FWF - Design einer Nitroaldola - Tuning of a Nitroaldolase by Structure-guided Design

  • Gruber, Mandana, (Principal Investigator (PI))

Project: Research project

Description

The stereospecific formation of C-C bonds is one of the most important reaction types in preparative organic chemistry. In this respect, biocatalysis is an important and convenient methodology, which generally benefits from excellent stereospecificity, mild reaction conditions and the avoidance of waste problems. The recent development of biocatalytic methods is very promising. However, the total repertoire of reactions types that is available to the (organic) chemist still includes many transformations which have not yet been observed in living systems and for which therefore no suitable enzyme catalyst is presently at hand. One such example is the Henry reaction of nitroaalkanes with aldehydes or ketones to yield ß-nitroalcohols. In this reaction up to two new stereo centres can be created simultaneously and the thus formed nitroalcohols open access to a wide array of follow-up products. We found the hydroxynitrile lyase (HNL) from the tropical rubber tree (Hevea brasiliensis, HbHNL) to exibit nitroaldolase activity and to catalyze the stereospecific addition of nitroalkanes to aldehydes. In vivo, HNLs catalyze the degradation of cyanohydrins. HNLs were not evolved by nature to catalyze stereospecific nitroaldol reactions and are obviously not optimally suited for this task. The project aims at generation of HbHNL variants with largely improved properties for the catalysis of the non-native Henry reaction.

subproject of FWF/ L428 "Struktur-basiertes Design einer Nitroaldolase" (Translational Research Program)


Enzymes are increasingly utilized as catalysts in preparative applications and industrial processes. Thereby one can
benefit from the general advantages of biocatalysis - high selectivity, mild reaction conditions, and mostly aqueous
media - as well as from ecological advantages, such as lower energy consumption and reduction of dangerous
waste. The recent development of biocatalytic methods is very promising. However, the total repertoire of reaction
types that is available to the (organic) chemist still includes many transformations which have not yet been
observed in living systems and for which therefore no suitable enzyme catalyst is presently at hand. Among those,
C-C bond forming reactions are of special importance. One such example is the so called Henry reaction of
nitroalkanes with aldehydes or ketones to yield -nitroalcohols. In this reaction up to two new stereo centers can be
created simultaneously and the thus formed nitroalcohols open access to a wide array of follow-up products.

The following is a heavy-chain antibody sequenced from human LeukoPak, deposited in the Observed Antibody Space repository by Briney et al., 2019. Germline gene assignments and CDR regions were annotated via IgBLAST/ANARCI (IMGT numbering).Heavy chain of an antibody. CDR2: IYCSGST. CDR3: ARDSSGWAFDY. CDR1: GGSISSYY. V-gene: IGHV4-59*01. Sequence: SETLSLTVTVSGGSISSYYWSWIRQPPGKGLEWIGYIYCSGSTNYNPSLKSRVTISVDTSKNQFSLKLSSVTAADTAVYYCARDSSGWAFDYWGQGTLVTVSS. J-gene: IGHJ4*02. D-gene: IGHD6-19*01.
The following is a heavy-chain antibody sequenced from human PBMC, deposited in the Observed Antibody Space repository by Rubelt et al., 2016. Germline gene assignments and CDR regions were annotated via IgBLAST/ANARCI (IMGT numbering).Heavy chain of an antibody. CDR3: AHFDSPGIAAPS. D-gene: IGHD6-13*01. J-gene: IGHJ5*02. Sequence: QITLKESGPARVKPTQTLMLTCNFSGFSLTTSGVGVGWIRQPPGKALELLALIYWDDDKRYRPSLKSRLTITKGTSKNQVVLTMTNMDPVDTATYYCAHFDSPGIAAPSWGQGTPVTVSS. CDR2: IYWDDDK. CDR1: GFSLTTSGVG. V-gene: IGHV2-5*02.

Very recently, we found the hydroxynitrile lyase (HNL) from the tropical rubber tree (Hevea brasiliensis, HbHNL)
to exhibit nitroaldolase activity and to catalyze the stereospecific addition of nitroalkanes to aldehydes. In vivo,
HNLs catalyze the degradation of cyanohydrins to release hydrocyanic acid (HCN) and some of these enzymes are
used by industry as catalysts for the reverse reaction, i.e. the addition of HCN to carbonyl compounds to obtain
enantiopure -hydroxynitriles. However, HNLs were not evolved by nature to catalyze stereospecific nitroaldol
reactions and are obviously not optimally suited for this task. Thus, the observed nitroaldolase activities are very
low, requiring the addition of about one hundred times more enzyme compared to a corresponding cyanohydrin
reaction. Especially this huge amount of catalyst is prohibitive for an industrial application.
HbHNL has been studied extensively in our groups with respect to its structure, catalytic mechanism and
biocatalytic transformations. Based on our own basic research, the present project aims at generating HbHNL
variants with largely improved properties for the catalysis of the non-native Henry reaction. A structure-guided
strategy is chosen comprising a limited number of carefully selected, site-directed mutations in the vicinity of the
known active site of the enzyme. This approach is highly interdisciplinary and involves structural biology,
molecular modeling, molecular biology and organic chemistry. The goal is to boost the nitroaldolase activity of
HbHNL to a level at which future applied research could continue developing the enzyme to meet the specific
requirements of an industrial process.
StatusFinished
Effective start/end date1/10/0730/09/10